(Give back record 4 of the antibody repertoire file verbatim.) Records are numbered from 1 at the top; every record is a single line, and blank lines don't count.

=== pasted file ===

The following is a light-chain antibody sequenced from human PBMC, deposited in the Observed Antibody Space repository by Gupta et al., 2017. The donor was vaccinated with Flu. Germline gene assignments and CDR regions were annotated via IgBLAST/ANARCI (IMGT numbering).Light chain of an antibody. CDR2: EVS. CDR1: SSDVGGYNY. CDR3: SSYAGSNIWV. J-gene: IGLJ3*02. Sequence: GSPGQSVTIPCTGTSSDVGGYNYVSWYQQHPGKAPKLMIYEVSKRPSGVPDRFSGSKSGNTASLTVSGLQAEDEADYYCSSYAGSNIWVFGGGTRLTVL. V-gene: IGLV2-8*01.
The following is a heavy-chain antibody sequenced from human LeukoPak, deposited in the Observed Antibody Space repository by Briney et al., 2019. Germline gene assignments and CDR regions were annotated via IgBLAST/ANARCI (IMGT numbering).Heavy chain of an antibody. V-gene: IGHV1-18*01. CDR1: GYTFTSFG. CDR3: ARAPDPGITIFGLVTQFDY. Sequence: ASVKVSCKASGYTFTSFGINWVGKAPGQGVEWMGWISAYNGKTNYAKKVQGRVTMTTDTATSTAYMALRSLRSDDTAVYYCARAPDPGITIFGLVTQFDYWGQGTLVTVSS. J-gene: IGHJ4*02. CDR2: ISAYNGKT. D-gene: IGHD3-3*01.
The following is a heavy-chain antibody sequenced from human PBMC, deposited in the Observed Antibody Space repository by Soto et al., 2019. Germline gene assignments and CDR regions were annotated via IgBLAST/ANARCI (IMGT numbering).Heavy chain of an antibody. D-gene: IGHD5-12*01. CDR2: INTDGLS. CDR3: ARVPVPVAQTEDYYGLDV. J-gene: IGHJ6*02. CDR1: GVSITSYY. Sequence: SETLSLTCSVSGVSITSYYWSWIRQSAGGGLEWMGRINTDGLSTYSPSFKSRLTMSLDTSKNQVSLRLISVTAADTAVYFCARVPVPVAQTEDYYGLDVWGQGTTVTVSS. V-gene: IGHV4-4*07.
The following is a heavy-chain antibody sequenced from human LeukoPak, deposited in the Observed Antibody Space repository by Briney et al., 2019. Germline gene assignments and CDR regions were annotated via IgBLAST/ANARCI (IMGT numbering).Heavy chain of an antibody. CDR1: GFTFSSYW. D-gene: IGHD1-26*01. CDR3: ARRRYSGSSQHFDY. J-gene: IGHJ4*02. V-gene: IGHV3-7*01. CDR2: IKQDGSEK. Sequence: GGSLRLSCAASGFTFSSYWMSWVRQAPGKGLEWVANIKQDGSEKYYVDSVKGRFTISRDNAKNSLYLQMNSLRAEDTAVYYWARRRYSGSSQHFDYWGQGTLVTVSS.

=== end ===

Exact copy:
The following is a heavy-chain antibody sequenced from human LeukoPak, deposited in the Observed Antibody Space repository by Briney et al., 2019. Germline gene assignments and CDR regions were annotated via IgBLAST/ANARCI (IMGT numbering).Heavy chain of an antibody. CDR1: GFTFSSYW. D-gene: IGHD1-26*01. CDR3: ARRRYSGSSQHFDY. J-gene: IGHJ4*02. V-gene: IGHV3-7*01. CDR2: IKQDGSEK. Sequence: GGSLRLSCAASGFTFSSYWMSWVRQAPGKGLEWVANIKQDGSEKYYVDSVKGRFTISRDNAKNSLYLQMNSLRAEDTAVYYWARRRYSGSSQHFDYWGQGTLVTVSS.